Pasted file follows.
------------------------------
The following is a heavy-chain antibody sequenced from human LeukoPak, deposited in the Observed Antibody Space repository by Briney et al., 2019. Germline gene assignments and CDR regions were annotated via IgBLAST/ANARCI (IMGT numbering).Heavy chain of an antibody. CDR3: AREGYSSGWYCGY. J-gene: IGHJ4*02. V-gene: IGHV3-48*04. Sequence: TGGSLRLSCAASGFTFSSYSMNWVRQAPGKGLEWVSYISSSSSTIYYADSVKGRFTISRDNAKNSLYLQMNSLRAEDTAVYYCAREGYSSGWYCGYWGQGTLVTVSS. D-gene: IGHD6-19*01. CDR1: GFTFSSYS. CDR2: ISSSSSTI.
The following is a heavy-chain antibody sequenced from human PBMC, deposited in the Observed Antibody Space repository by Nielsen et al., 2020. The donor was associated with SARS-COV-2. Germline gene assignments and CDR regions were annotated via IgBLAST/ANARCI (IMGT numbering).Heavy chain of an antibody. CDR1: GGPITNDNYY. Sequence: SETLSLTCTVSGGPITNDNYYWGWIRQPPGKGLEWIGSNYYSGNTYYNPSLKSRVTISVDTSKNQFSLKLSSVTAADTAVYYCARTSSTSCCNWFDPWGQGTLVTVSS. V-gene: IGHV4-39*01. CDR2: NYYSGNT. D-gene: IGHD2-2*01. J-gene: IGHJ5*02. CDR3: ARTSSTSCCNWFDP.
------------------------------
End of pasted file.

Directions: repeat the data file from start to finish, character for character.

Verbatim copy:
The following is a heavy-chain antibody sequenced from human LeukoPak, deposited in the Observed Antibody Space repository by Briney et al., 2019. Germline gene assignments and CDR regions were annotated via IgBLAST/ANARCI (IMGT numbering).Heavy chain of an antibody. CDR3: AREGYSSGWYCGY. J-gene: IGHJ4*02. V-gene: IGHV3-48*04. Sequence: TGGSLRLSCAASGFTFSSYSMNWVRQAPGKGLEWVSYISSSSSTIYYADSVKGRFTISRDNAKNSLYLQMNSLRAEDTAVYYCAREGYSSGWYCGYWGQGTLVTVSS. D-gene: IGHD6-19*01. CDR1: GFTFSSYS. CDR2: ISSSSSTI.
The following is a heavy-chain antibody sequenced from human PBMC, deposited in the Observed Antibody Space repository by Nielsen et al., 2020. The donor was associated with SARS-COV-2. Germline gene assignments and CDR regions were annotated via IgBLAST/ANARCI (IMGT numbering).Heavy chain of an antibody. CDR1: GGPITNDNYY. Sequence: SETLSLTCTVSGGPITNDNYYWGWIRQPPGKGLEWIGSNYYSGNTYYNPSLKSRVTISVDTSKNQFSLKLSSVTAADTAVYYCARTSSTSCCNWFDPWGQGTLVTVSS. V-gene: IGHV4-39*01. CDR2: NYYSGNT. D-gene: IGHD2-2*01. J-gene: IGHJ5*02. CDR3: ARTSSTSCCNWFDP.